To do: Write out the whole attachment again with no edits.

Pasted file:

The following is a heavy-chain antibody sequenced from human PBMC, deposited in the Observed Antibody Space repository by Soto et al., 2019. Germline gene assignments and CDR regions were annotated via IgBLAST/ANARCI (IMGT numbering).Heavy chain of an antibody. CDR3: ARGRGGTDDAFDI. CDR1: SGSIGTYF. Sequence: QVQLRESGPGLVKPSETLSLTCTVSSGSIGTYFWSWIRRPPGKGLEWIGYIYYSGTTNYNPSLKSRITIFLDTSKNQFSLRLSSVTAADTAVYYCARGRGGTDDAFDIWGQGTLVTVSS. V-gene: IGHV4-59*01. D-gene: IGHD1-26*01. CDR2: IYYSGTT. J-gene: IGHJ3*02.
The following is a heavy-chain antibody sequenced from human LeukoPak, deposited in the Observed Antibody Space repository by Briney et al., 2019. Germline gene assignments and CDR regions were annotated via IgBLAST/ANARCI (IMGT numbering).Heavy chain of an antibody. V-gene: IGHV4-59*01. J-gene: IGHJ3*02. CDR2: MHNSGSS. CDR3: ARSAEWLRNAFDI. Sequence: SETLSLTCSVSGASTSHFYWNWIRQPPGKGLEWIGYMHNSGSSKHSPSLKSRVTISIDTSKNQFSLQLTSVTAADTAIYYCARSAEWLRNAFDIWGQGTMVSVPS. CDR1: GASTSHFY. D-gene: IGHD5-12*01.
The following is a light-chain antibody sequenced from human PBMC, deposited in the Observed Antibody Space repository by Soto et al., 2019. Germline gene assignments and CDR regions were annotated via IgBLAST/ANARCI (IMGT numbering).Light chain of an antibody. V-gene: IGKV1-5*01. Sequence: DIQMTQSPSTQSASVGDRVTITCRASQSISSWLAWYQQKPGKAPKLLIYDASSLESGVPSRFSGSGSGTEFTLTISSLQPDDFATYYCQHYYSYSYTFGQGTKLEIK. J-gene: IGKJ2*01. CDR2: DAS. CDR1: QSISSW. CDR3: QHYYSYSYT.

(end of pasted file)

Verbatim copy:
The following is a heavy-chain antibody sequenced from human PBMC, deposited in the Observed Antibody Space repository by Soto et al., 2019. Germline gene assignments and CDR regions were annotated via IgBLAST/ANARCI (IMGT numbering).Heavy chain of an antibody. CDR3: ARGRGGTDDAFDI. CDR1: SGSIGTYF. Sequence: QVQLRESGPGLVKPSETLSLTCTVSSGSIGTYFWSWIRRPPGKGLEWIGYIYYSGTTNYNPSLKSRITIFLDTSKNQFSLRLSSVTAADTAVYYCARGRGGTDDAFDIWGQGTLVTVSS. V-gene: IGHV4-59*01. D-gene: IGHD1-26*01. CDR2: IYYSGTT. J-gene: IGHJ3*02.
The following is a heavy-chain antibody sequenced from human LeukoPak, deposited in the Observed Antibody Space repository by Briney et al., 2019. Germline gene assignments and CDR regions were annotated via IgBLAST/ANARCI (IMGT numbering).Heavy chain of an antibody. V-gene: IGHV4-59*01. J-gene: IGHJ3*02. CDR2: MHNSGSS. CDR3: ARSAEWLRNAFDI. Sequence: SETLSLTCSVSGASTSHFYWNWIRQPPGKGLEWIGYMHNSGSSKHSPSLKSRVTISIDTSKNQFSLQLTSVTAADTAIYYCARSAEWLRNAFDIWGQGTMVSVPS. CDR1: GASTSHFY. D-gene: IGHD5-12*01.
The following is a light-chain antibody sequenced from human PBMC, deposited in the Observed Antibody Space repository by Soto et al., 2019. Germline gene assignments and CDR regions were annotated via IgBLAST/ANARCI (IMGT numbering).Light chain of an antibody. V-gene: IGKV1-5*01. Sequence: DIQMTQSPSTQSASVGDRVTITCRASQSISSWLAWYQQKPGKAPKLLIYDASSLESGVPSRFSGSGSGTEFTLTISSLQPDDFATYYCQHYYSYSYTFGQGTKLEIK. J-gene: IGKJ2*01. CDR2: DAS. CDR1: QSISSW. CDR3: QHYYSYSYT.